Initially he said that he was approached by an unknown man in a Chicago Bulls cap who struck him in the face. Then he said that it may have been related to an earlier incident near a French Quarter restaurant, where he and a friend traded verbal insults with a group of men and that he believed it was six men — not one — who set upon him on Bourbon Street.
In a phone interview this week from his Texas home, where he is recovering, Shirley said that the night of the attack his friends had gone to Harrah’s Casino to gamble, but he had been hungry. A man they’d met named Charles, who said he was a rebuilding volunteer, offered to walk with him to a chicken wings place near the corner of St. Louis and Bourbon streets. Outside, they passed a group of young men who hassled them, Shirley said. A fight started and someone from the restaurant came outside and broke it up. He said he wouldn’t recognize everyone in the group, but one man had long dreadlocks, one was heavily tattooed, including a fleur de lis tattoo on his neck, and another was short with a Chicago Bulls cap.
He felt relieved, he said, to be walking away from that hostility. “But then they came back,” he said. Shirley eventually recognized the guy in the Chicago Bulls cap, but, at first, he couldn’t understand why the guy hit him, then ran and jumped into the car.
Ales said Shirley seemed confused after the attack. “He didn’t even know he’d been stabbed,” he said.
Plus, Ales said, the whole thing went by in a blur. And the assailant had punched so fast that it may have seemed like six men.
“The blows were quick,” he said. But Ales saw only one man running toward the victim and only one run back and jump in the car. He’d like to see it again and is guessing that the whole incident was caught on surveillance video, given that it was in the French Quarter. NOPD spokesman Frank Robertson said department detectives are reviewing all evidence and trying to find a way to get the assailant to come forward.
In the days following the incident, Ales hoped to visit Shirley at University Hospital, but he only knew his first name. “I just wanted to see how he was doing,” he said.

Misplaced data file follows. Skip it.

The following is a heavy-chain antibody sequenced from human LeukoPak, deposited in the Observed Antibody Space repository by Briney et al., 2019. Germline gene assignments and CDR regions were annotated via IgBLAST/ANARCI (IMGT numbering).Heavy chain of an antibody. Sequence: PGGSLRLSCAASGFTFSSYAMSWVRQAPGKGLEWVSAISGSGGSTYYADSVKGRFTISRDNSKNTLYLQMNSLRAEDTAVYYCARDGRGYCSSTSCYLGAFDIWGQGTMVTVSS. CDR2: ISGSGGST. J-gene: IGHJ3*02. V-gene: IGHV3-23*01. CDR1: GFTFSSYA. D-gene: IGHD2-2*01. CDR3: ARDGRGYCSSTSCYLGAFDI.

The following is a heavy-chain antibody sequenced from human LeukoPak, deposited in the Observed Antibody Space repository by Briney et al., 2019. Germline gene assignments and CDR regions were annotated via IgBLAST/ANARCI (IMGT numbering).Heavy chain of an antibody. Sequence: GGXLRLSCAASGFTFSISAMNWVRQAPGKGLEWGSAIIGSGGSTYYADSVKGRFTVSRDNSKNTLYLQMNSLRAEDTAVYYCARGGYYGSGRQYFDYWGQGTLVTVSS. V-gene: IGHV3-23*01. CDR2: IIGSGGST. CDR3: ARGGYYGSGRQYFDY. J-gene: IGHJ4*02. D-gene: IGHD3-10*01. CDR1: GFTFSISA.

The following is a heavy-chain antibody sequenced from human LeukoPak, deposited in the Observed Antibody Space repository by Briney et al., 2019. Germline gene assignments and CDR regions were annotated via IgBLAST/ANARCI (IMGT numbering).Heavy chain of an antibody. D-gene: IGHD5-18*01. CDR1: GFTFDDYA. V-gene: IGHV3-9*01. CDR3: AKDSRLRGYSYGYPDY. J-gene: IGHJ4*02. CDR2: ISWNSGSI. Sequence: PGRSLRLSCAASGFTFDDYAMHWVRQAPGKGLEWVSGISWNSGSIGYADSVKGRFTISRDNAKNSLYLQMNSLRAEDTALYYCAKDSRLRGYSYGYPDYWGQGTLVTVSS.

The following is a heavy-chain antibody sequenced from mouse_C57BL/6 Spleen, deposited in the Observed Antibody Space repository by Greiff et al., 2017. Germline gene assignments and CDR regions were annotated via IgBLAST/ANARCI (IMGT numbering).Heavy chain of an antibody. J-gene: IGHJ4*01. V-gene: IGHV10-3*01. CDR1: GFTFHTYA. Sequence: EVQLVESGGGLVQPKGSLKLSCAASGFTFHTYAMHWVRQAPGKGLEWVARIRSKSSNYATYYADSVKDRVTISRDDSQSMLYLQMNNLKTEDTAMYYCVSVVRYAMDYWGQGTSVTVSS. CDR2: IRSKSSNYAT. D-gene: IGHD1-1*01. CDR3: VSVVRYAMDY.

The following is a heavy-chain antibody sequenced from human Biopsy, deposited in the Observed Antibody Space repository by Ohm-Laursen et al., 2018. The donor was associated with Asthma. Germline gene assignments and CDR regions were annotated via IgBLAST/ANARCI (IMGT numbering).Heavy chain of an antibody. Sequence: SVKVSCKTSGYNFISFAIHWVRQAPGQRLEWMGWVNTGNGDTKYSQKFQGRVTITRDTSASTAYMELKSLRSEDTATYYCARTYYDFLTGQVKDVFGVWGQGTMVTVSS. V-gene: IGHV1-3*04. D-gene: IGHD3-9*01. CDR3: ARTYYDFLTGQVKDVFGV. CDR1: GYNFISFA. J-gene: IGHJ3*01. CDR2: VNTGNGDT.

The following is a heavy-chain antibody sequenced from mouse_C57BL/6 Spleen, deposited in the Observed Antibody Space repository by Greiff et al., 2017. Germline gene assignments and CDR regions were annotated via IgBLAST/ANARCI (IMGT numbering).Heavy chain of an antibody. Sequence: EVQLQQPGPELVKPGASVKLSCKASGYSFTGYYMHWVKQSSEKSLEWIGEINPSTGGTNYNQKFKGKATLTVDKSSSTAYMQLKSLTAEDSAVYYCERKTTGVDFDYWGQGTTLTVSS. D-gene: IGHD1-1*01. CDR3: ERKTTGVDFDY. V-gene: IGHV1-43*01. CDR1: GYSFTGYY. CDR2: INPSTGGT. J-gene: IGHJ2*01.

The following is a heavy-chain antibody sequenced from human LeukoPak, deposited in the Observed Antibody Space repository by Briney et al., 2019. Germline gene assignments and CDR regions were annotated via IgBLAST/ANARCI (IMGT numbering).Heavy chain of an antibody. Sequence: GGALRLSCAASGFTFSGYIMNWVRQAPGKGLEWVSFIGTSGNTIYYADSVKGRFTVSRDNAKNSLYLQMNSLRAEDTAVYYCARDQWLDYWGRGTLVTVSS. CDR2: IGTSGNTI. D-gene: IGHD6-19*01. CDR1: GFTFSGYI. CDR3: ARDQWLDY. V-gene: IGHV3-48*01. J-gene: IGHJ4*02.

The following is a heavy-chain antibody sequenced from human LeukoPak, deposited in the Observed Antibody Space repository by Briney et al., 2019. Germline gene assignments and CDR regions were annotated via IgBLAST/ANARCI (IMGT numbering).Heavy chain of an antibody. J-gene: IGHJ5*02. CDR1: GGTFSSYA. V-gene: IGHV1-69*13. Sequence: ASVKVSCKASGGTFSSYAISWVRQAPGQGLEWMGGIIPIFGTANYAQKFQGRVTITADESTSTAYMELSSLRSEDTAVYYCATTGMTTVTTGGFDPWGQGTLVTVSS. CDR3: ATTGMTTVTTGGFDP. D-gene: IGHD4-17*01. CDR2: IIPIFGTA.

He’d hoped he could get the name from the NOPD, but Robertson said that departmental policy prohibited release of the victim’s identification.
The New Orleans Advocate was able to track down Shirley in Texas. At first his friends sat with him in the hospital, Shirley said, but they had to leave to return to work the next day and were hoping he’d be released. Hospital staff thought he might also be able to go, but during tests on his throat, his stitches ripped, he said. He was once again rushed to the operating room.
While his friends were in town, Shirley said he didn’t want to call his parents and worry them. His friends left him money for a bus ticket. But when he woke up alone in the hospital, he called his dad, who immediately drove from Houston and took him home.
Shirley’s wound from the incident starts underneath his chin and runs all the way to his collarbone, he said. His mother, thankful for the cab driver who’d transported her son, had been calling the NOPD, trying to find Ales, but had no luck, he said.
But on Tuesday evening, Shirley himself called Ales and told him thank you. “He saved my life,” Shirley said. “That’s why I’m still here, because of this guy.”